When you want an accurate translation, you need a human being, not just a computer.
But when technology and human translators work together, they can help solve key problems — especially in medical interpreting.
Translators can use technology effectively to make themselves more available to clients, especially those who live far away.
Telephonic and video services can bring translators to you — and that immediate access to interpreters can make all the difference in medical interpreting services.
Telephonic Solutions in Medical Interpreting
In a 2010 survey by Health Services Research about medical interpreting, only 33 percent of physicians for breast cancer patients said they had access to trained medical interpreters.
Of these physicians, many reported using telephonic interpreting services rather than or in addition to live interpreters. This technology increases physicians’ access to trained medical interpreters around the country, a major factor in successful medical interpreting.
Seventy-five percent of respondents in the study reported using untrained interpreters such as office staff members or friends and family of the patient. This method of medical interpreting, however, can raise major concerns about the accuracy of the information conveyed.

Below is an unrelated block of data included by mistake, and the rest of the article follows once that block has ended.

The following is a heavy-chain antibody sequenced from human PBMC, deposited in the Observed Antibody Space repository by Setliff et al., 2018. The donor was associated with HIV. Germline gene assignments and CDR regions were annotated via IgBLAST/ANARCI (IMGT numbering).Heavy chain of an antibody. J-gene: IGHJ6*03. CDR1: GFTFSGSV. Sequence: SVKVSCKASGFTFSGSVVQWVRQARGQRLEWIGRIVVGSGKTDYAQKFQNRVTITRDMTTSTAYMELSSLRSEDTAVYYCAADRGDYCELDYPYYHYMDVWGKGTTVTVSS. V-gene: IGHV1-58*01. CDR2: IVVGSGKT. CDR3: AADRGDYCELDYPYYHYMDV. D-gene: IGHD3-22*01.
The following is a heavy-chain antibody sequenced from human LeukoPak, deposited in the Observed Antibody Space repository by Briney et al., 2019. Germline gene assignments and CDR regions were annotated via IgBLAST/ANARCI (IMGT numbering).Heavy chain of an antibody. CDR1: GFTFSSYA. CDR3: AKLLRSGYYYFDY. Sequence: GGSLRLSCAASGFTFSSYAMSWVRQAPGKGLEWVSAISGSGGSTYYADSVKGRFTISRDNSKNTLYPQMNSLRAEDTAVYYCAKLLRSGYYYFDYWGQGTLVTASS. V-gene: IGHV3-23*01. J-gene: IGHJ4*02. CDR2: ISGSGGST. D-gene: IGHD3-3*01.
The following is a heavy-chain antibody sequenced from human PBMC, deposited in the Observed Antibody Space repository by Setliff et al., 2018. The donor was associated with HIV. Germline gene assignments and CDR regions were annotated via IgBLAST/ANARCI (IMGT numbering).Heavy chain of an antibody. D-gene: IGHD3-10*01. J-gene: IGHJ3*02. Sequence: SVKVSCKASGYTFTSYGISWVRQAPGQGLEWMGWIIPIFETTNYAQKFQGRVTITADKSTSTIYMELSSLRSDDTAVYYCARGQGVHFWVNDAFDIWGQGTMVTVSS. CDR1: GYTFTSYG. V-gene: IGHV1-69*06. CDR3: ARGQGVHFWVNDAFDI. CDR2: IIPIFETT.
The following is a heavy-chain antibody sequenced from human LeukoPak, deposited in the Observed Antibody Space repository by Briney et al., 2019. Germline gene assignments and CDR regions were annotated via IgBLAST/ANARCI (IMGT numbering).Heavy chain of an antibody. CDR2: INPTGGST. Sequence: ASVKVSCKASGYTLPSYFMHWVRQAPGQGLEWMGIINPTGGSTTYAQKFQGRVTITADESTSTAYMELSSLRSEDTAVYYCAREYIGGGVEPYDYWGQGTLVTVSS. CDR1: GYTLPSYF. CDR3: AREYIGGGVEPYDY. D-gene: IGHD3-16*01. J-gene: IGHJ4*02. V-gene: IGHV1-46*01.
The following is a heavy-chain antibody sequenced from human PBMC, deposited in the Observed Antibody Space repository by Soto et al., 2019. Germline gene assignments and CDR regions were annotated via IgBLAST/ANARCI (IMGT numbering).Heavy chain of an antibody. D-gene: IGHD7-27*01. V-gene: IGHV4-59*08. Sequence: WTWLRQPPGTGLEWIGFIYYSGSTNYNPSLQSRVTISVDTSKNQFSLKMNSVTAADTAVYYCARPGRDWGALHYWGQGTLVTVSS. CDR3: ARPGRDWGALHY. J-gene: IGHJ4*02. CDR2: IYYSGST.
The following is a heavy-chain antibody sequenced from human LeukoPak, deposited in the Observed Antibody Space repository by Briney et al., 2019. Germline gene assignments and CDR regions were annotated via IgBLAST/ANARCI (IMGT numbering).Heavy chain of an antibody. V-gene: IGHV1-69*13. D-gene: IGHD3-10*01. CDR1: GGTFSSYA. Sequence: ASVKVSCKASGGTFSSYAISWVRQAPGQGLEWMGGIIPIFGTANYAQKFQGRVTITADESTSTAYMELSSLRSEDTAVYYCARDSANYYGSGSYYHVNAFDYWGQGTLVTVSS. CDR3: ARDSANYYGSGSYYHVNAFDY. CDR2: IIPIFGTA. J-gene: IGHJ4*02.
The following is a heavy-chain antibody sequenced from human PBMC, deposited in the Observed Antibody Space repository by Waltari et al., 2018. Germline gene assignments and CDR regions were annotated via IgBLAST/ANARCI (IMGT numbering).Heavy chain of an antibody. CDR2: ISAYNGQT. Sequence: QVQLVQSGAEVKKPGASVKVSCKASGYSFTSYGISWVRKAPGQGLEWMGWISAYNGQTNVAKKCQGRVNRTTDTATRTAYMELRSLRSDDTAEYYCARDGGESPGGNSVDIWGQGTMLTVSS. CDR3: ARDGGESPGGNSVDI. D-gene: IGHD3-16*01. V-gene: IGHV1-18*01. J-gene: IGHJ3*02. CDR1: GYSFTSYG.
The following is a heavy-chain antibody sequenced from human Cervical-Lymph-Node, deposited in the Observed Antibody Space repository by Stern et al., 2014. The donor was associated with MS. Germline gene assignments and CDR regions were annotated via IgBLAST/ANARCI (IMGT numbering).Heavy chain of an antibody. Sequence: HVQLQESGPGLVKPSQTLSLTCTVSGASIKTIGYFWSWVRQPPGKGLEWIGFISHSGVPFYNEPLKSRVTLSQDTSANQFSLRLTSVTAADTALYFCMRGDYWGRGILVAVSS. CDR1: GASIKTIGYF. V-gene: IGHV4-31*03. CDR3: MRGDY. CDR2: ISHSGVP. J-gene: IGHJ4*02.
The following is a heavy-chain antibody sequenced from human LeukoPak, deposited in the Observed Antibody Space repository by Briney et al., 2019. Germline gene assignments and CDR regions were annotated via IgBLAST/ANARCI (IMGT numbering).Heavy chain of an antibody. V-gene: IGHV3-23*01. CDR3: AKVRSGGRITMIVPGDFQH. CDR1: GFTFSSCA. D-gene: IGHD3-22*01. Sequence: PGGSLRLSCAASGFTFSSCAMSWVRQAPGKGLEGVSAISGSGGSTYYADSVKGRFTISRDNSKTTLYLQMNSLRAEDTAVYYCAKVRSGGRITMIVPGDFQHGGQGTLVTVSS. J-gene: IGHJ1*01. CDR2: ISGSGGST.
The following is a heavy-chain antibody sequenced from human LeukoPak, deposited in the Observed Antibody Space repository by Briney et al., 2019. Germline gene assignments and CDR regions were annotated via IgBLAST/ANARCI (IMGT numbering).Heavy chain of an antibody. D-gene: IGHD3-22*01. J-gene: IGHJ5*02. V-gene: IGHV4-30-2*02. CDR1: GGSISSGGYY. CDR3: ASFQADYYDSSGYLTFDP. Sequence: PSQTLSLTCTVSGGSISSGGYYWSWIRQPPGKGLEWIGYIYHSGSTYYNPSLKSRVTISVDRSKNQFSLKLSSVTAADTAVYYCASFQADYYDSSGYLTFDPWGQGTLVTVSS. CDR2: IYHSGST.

Not only do untrained medical interpreters often lack the medical training to express a thorough understanding of medical procedures, but any relation to the patient can introduce a bias in medical interpreting.
In efforts to protect the patient, relatives might editorialize or hide the truth where an impartial professional would serve as a conduit, leaving medical choices to the patient.
In the field of cancer care, the focus of this survey, these choices must be weighed carefully, with the patient understanding all possible treatment options. Telephonic interpreting services can help make quality medical interpreting available everywhere!
Interpreting by Video
Although telephonic solutions are transforming cancer patient care, the new popularity of video technology has made medical interpreting more accessible and affordable for deaf and hearing impaired patients as well.
Video Relay Service (VRS), a system that links a computer with a videophone, allows deaf people to communicate remotely, both for everyday conversations and for use in medical interpreting.
Here’s how it works: a sign language interpreter receives a spoken message over the phone, and signs the message over a video screen. The deaf respondent signs a response, which the interpreter relays back to the original speaker. Another video window allows the two callers see each other.
Previous systems involved typing up long messages, which took time and created confusion. VRS makes communication almost instantaneous — which is great news for hospitals, doctors and patients looking for remote medical interpreting.
Trained interpreting professionals are the first and most important requirement to getting accurate and reliable medical interpreting. But telephonic and video technology can help those interpreters reach patients around the world at the push of a button.